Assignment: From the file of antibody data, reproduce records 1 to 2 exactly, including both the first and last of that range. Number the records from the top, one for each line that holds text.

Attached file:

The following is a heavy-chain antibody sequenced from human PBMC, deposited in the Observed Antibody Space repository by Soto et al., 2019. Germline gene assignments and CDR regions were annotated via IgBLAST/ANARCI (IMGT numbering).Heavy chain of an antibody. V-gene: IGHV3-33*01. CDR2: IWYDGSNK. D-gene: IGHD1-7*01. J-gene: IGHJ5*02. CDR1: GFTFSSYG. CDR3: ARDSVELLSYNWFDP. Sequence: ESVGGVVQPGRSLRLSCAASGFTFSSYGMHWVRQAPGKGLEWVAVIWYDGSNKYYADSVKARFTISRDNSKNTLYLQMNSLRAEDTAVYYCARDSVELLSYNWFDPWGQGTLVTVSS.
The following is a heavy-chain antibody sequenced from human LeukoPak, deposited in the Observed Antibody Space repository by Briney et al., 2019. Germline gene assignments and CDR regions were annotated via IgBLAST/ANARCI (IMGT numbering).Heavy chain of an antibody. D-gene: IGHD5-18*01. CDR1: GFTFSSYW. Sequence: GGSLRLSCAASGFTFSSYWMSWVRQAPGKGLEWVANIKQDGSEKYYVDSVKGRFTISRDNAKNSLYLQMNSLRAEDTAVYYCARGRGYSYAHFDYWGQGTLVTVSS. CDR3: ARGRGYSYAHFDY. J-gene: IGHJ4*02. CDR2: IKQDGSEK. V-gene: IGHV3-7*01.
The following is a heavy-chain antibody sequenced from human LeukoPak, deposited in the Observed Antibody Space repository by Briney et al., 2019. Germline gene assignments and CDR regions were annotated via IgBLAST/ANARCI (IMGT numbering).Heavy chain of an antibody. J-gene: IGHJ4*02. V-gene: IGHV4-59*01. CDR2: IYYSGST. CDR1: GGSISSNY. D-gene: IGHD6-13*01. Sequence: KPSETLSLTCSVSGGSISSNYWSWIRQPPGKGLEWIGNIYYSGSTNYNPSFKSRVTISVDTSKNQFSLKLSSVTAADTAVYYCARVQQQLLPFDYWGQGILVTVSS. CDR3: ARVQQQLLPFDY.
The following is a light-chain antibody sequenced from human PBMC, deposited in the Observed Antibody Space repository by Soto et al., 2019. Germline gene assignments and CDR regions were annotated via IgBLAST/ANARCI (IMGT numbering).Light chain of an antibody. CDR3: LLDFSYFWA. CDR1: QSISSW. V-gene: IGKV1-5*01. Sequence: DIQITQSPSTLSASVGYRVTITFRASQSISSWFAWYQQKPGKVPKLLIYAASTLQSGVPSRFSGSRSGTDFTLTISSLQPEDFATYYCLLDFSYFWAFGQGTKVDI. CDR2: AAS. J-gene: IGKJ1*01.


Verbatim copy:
The following is a heavy-chain antibody sequenced from human PBMC, deposited in the Observed Antibody Space repository by Soto et al., 2019. Germline gene assignments and CDR regions were annotated via IgBLAST/ANARCI (IMGT numbering).Heavy chain of an antibody. V-gene: IGHV3-33*01. CDR2: IWYDGSNK. D-gene: IGHD1-7*01. J-gene: IGHJ5*02. CDR1: GFTFSSYG. CDR3: ARDSVELLSYNWFDP. Sequence: ESVGGVVQPGRSLRLSCAASGFTFSSYGMHWVRQAPGKGLEWVAVIWYDGSNKYYADSVKARFTISRDNSKNTLYLQMNSLRAEDTAVYYCARDSVELLSYNWFDPWGQGTLVTVSS.
The following is a heavy-chain antibody sequenced from human LeukoPak, deposited in the Observed Antibody Space repository by Briney et al., 2019. Germline gene assignments and CDR regions were annotated via IgBLAST/ANARCI (IMGT numbering).Heavy chain of an antibody. D-gene: IGHD5-18*01. CDR1: GFTFSSYW. Sequence: GGSLRLSCAASGFTFSSYWMSWVRQAPGKGLEWVANIKQDGSEKYYVDSVKGRFTISRDNAKNSLYLQMNSLRAEDTAVYYCARGRGYSYAHFDYWGQGTLVTVSS. CDR3: ARGRGYSYAHFDY. J-gene: IGHJ4*02. CDR2: IKQDGSEK. V-gene: IGHV3-7*01.